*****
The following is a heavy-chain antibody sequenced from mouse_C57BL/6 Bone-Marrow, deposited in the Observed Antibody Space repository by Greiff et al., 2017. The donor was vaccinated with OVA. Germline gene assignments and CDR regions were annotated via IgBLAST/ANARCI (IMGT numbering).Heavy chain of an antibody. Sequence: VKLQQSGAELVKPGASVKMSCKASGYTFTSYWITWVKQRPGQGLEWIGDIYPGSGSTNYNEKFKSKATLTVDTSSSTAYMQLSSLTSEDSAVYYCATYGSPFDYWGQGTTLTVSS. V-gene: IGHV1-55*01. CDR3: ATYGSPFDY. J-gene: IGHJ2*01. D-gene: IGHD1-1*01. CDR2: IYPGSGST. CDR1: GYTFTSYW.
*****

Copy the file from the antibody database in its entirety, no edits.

The following is a heavy-chain antibody sequenced from mouse_C57BL/6 Bone-Marrow, deposited in the Observed Antibody Space repository by Greiff et al., 2017. The donor was vaccinated with OVA. Germline gene assignments and CDR regions were annotated via IgBLAST/ANARCI (IMGT numbering).Heavy chain of an antibody. Sequence: VKLQQSGAELVKPGASVKMSCKASGYTFTSYWITWVKQRPGQGLEWIGDIYPGSGSTNYNEKFKSKATLTVDTSSSTAYMQLSSLTSEDSAVYYCATYGSPFDYWGQGTTLTVSS. V-gene: IGHV1-55*01. CDR3: ATYGSPFDY. J-gene: IGHJ2*01. D-gene: IGHD1-1*01. CDR2: IYPGSGST. CDR1: GYTFTSYW.